Ten Minutes With Danganronpa Producer Yoshinori Terasawa
GameCritics was recently invited to sit down for a quick interview with the producer of Danganronpa: Trigger Happy Havoc. The recent Vita release has received several positive reviews including ours since its North American launch. Mr. Terasawa's schedule was crowded so we dove right into the questions to make the most of the ten minutes that we were given. Working with a translator, Mr. Terasawa kept his answers brief, but to the point.
GameCritics: First off, I would like to congratulate you on the North American release of Danganronpa in the United States. It seems to be getting rather positive reviews.
Yoshinori Terasawa: Thank you.
GC: Visual novels are still a niche genre in the US, but have a loyal fan base. What do you think makes this game stand out for those who might never have been interested in a visual novel before?
Terasawa: The parts of the Danganronpa series that stand out the most are the class trial scenes. In Japan they call it a high-speed, crime-solving visual novel game because the class trial is very hands-on for most players. Unlike several other visual novels, the player actively interacts with the game during these scenes. That is the part that's unique when compared to other games in this genre.
GC: Danganronpa has been compared to games like Phoenix Wright and Persona, but was there anything that directly inspired it outside of other games? Where there any movies or books the creators used for inspiration?
Terasawa: I was especially inspired by movies such as Saw, Cube, and Battle Royale. As for books, I was inspired by several mystery novels such as Closed Circle.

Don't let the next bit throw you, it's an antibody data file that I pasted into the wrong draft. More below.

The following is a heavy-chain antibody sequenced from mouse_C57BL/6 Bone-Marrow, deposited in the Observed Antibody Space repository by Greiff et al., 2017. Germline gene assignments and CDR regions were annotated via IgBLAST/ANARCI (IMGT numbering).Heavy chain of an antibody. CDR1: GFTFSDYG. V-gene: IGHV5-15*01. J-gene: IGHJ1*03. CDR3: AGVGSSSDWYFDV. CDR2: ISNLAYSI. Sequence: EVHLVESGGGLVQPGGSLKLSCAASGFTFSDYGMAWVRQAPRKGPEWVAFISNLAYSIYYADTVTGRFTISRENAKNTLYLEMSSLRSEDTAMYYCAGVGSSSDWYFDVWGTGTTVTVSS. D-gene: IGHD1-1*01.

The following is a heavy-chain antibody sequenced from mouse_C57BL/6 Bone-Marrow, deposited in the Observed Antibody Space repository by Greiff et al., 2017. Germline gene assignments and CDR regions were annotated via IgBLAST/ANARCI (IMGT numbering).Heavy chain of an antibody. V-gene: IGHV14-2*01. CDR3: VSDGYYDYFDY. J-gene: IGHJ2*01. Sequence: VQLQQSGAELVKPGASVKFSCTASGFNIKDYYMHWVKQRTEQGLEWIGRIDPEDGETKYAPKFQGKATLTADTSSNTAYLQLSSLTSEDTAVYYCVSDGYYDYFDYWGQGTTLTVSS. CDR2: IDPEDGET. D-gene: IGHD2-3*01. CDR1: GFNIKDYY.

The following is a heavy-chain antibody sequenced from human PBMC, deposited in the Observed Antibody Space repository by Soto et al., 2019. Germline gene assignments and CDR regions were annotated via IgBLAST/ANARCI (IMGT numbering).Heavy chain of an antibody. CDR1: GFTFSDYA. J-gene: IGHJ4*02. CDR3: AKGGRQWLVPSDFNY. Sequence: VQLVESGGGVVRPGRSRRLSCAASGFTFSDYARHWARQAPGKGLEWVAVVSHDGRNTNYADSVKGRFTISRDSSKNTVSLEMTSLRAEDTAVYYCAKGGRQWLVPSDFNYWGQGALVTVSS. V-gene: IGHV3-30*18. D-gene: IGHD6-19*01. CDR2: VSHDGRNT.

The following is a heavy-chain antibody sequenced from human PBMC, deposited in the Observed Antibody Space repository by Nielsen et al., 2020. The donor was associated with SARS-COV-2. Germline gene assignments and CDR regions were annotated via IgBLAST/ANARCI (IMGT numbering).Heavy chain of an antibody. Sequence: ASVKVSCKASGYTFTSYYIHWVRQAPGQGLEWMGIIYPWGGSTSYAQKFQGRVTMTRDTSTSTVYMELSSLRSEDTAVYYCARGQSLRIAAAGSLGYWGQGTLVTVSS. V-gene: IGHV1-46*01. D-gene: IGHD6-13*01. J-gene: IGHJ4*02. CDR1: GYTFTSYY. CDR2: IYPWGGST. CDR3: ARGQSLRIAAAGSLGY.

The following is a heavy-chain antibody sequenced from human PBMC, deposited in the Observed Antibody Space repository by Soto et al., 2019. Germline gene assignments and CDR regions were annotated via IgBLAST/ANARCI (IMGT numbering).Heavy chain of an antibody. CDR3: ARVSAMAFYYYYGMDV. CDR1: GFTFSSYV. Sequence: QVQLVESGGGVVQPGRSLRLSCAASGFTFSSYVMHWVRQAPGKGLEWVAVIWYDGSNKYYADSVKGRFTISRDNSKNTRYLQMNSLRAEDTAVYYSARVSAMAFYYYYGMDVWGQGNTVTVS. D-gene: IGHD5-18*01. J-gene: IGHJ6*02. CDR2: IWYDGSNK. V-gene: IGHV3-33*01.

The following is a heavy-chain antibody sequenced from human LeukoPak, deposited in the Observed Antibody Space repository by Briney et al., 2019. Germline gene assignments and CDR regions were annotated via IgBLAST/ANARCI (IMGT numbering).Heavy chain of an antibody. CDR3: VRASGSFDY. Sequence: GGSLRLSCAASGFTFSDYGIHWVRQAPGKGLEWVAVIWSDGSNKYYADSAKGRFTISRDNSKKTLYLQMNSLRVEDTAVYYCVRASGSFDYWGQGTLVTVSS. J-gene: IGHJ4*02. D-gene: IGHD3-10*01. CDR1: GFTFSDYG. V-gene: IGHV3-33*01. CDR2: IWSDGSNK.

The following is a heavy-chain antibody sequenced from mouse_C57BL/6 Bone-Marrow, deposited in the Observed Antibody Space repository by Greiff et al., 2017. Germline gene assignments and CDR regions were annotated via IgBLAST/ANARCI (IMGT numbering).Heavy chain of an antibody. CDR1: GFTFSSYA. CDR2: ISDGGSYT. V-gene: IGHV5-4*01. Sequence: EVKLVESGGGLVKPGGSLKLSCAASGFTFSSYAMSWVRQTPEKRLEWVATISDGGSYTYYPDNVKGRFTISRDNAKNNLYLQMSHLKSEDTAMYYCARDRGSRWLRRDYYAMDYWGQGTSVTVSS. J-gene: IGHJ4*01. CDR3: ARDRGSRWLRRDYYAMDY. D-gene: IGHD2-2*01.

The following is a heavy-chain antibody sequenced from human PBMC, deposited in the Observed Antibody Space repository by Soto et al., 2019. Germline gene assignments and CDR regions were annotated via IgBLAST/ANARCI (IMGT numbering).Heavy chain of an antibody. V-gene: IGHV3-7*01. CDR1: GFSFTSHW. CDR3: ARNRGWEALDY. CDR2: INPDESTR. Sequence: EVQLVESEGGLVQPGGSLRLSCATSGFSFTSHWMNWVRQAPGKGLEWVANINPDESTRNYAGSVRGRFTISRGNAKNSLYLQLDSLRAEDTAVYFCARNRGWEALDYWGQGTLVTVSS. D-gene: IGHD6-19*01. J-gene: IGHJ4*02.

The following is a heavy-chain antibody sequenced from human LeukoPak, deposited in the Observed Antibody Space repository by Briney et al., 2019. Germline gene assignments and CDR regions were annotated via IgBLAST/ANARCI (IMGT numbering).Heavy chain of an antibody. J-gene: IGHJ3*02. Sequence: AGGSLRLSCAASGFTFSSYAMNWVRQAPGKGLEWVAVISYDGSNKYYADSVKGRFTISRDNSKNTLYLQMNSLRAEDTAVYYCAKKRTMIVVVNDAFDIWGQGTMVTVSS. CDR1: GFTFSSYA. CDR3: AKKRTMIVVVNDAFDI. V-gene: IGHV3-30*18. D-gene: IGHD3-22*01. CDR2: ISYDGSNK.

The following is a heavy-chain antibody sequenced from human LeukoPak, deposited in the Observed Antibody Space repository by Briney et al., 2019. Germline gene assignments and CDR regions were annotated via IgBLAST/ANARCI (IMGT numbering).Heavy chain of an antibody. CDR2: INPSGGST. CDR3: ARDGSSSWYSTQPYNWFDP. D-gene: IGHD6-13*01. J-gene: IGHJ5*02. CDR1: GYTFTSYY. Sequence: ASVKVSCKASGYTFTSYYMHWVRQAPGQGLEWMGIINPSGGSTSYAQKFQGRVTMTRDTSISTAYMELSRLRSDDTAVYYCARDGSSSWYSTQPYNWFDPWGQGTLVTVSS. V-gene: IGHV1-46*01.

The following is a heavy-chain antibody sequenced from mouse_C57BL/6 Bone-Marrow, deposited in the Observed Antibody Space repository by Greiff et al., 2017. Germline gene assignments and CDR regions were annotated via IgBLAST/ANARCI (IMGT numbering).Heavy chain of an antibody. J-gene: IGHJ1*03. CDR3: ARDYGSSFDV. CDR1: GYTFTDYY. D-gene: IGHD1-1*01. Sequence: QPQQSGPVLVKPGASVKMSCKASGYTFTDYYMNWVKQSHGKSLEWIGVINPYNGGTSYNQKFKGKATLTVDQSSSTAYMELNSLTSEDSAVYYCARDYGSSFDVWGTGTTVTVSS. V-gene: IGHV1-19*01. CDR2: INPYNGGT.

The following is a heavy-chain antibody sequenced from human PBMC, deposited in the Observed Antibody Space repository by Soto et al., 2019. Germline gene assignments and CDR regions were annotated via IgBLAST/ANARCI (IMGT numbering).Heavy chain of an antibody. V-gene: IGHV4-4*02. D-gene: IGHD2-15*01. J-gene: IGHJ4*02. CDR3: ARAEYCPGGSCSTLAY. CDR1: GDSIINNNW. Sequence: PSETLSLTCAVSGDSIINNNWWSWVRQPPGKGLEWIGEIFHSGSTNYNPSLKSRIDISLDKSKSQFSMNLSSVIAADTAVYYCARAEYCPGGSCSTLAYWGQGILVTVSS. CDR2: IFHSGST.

GC: Was there any reason for the stylistic choice to make all the blood hot pink?
Terasawa: I wanted to tone down on the grotesqueness and I wanted to increase the "pop" feeling. In the end I feel it positively impacted the game.
GC: With violence in schools being a hot topic in America right now, were there any troubles in bringing over a game that is essentially about students having to murder each other?
Terasawa: You would have to talk to NIS America if there were any localization issues like that, but we had no problems with it in Japan. In Japan it was given a rating of D which is the equivalent of an M rating for North America, so it's only meant for ages 17 and up.
GC: Danganronpa applies a lot of pressure on the player via several timed scenes -- it induces a sense of panic and a need to rush. How did the team go about finding that "sweet spot" between making sure the player has enough time to think while making them feel constantly under pressure?
Terasawa: Our main purpose of the class trial was to put pressure on the gamer all the time, but if you get along with the students during the free time you can obtain several skills that can lessen that burden to make things easier for you. In addition, we also created three levels of difficulty to allow the player to find their own level of comfort.
GC: The cast of the game is rather diverse, with everyone filling out a specific school stereotype. What were some of the surprise fan favorites that turned out to be popular?
Terasawa: Thanks to the anime when it aired in Japan, Kiyotaka Ishimaru, known in the game as the Ultimate Moral Compass, became really popular.
GC: Did the development team have anyone they wanted the players to enjoy as much as they did?
Terasawa: Oh, everyone had their own different one. [Laughter] Seriously, everyone had their own favorite.
GC: With Danganronpa 2 having just been announced for a US release, are there any plans to bring over any of the spin-off materials to North America?
Terasawa: Well there is the anime that just aired here. In addition we just announced in Japan a spin-off game for the vita called Absolute Despair Girl: Danganronpa Another Episode. No plans for a US release yet, but if NIS America makes an offer we would love to see it come here.
GC: Thank you very much for your time, Mr. Terasawa.